Do not let fidelity leave you. Proverbs 3:3
Pope John XXIII was elected Oct. 28, 1958. I remember it well. I was 14 years old and I was a high school freshman at St. Thomas Seminary in Louisville. We got to watch the announcement of his election on TV and the almost delirious delight, not only from Catholics, but what seemed like the whole world.
Pope John XXIII’s Vatican Council II began in October of 1962. I remember it well. I was 18 years old and I was a college freshman at Saint Thomas Seminary in Louisville. Again, we got to watch the opening of the council on TV and the excitement and hope that seemed to overcome most of the church.
I miss those days of joy and hope, the sense that the Holy Spirit is alive and well, that “all things are possible with God.” I am deeply committed to the church, regardless, but compared to those days, the church today seems to have a tedious, plodding and leaden feel about it.
Auxiliary Bishop-elect of Malta Charles J. Scicluna, who worked for years in the Vatican, said this recently: “We have a product which is extraordinary and we have to get our act together to bring it to as many people as possible. The way we communicate things at times is a total disaster and we have to be humble and say, ‘We need to do better.’ We need to start using language that people understand. … We need to tell people we are not here to impose, but that we are here to propose.”
There are some who believe that Vatican II was a mistake — that it caused the church to become unglued and drift into chaos. I disagree. I believe the words of Cardinal Godfrey Daniels of Belgium, who said,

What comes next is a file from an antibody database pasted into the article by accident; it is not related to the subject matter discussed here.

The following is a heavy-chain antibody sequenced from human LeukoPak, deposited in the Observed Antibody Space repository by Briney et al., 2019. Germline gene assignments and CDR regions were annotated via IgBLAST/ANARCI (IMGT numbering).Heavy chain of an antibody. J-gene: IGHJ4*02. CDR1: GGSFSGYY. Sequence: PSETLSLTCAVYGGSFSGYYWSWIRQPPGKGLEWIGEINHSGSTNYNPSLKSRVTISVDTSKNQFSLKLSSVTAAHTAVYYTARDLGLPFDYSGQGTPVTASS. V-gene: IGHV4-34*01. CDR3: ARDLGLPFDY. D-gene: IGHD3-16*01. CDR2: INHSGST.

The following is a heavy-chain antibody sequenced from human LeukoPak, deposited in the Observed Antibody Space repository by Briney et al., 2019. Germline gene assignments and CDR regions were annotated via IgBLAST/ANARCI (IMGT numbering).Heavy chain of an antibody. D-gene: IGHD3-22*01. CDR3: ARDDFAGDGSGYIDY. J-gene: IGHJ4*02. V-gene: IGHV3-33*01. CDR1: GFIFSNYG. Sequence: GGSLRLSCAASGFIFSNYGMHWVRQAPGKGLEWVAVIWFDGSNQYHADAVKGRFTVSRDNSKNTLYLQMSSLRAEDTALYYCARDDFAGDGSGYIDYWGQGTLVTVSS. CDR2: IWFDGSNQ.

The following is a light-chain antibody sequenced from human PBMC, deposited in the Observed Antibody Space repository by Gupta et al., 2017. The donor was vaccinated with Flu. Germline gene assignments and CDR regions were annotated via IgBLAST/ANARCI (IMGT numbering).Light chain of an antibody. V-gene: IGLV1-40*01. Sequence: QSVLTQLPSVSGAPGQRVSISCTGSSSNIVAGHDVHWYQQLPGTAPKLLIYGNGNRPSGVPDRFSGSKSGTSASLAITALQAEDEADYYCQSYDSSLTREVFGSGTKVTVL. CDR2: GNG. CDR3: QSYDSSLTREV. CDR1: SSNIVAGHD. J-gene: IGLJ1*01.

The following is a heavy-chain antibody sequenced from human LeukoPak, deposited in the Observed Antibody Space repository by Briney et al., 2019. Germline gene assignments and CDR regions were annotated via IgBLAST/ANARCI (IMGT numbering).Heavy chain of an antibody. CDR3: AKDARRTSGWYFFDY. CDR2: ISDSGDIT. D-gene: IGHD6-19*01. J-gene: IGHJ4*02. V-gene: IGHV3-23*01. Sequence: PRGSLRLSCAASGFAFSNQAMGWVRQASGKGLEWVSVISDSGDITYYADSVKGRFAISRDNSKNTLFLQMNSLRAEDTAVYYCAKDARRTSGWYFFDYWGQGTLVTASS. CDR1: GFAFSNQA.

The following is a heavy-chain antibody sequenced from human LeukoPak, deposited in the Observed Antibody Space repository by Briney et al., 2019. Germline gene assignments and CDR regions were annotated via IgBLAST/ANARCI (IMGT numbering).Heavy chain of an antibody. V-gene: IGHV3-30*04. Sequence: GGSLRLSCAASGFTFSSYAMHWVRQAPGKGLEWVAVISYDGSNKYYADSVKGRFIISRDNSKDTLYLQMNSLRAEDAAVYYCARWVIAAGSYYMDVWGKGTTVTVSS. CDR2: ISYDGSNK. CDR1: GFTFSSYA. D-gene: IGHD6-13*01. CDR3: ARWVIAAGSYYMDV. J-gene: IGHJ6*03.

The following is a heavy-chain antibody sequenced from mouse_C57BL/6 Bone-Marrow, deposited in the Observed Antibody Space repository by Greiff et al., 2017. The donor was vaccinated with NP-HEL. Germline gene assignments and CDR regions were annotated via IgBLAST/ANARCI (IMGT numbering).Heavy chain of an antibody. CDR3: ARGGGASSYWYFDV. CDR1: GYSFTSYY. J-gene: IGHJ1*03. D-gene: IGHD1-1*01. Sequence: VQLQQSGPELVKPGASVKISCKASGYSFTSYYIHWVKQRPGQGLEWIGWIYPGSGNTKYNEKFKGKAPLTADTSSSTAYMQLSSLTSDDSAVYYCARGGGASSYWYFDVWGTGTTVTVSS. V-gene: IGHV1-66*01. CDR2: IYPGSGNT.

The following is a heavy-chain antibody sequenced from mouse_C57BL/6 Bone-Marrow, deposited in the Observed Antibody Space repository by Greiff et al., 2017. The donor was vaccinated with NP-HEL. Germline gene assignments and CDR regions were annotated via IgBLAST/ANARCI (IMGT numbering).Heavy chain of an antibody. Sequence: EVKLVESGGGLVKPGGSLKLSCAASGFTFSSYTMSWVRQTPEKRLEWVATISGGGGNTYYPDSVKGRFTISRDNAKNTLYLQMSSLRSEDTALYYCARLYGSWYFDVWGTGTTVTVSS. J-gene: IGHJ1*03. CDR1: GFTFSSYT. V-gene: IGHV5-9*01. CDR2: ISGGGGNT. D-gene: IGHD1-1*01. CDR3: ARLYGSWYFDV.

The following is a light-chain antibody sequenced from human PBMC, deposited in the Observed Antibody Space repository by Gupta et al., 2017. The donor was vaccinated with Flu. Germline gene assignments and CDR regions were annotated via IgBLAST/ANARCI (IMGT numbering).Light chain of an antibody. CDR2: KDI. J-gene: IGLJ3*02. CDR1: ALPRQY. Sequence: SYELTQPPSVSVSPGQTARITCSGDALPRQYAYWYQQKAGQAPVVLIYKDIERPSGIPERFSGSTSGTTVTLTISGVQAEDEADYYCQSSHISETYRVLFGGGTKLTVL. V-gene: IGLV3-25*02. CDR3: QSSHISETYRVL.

“Post-conciliar problems cannot be put right with pre-conciliar measures.”
The “mistakes” we made were to confuse “making changes” with “changing” and adopting a naïve belief that the change we desired would come easily. We should have known that real change would be painful and would take many, many years.
All real change, personal or communal, is marked by setting out in excitement, testings and discouragement, temptations to return to the old ways, calls to fidelity and finally a movement into a totally new way of being. We see this outlined in the Exodus story from Scripture and lived out in our church today.
At Vatican II, we were like the people of God leaving Egypt for the promised land. We were giddy with excitement, but unprepared for the desert that lay ahead.
In their discomfort, idealizing what was left behind, some long for the fleshpots of Egypt and want to go back. Others, worshipping the golden calves of modern culture, have dropped out altogether. Still others, struggling to remain faithful, keep on going while believing that we will “get there” someday, in spite of this rambling path we seem to be on.
Father J. Ronald Knott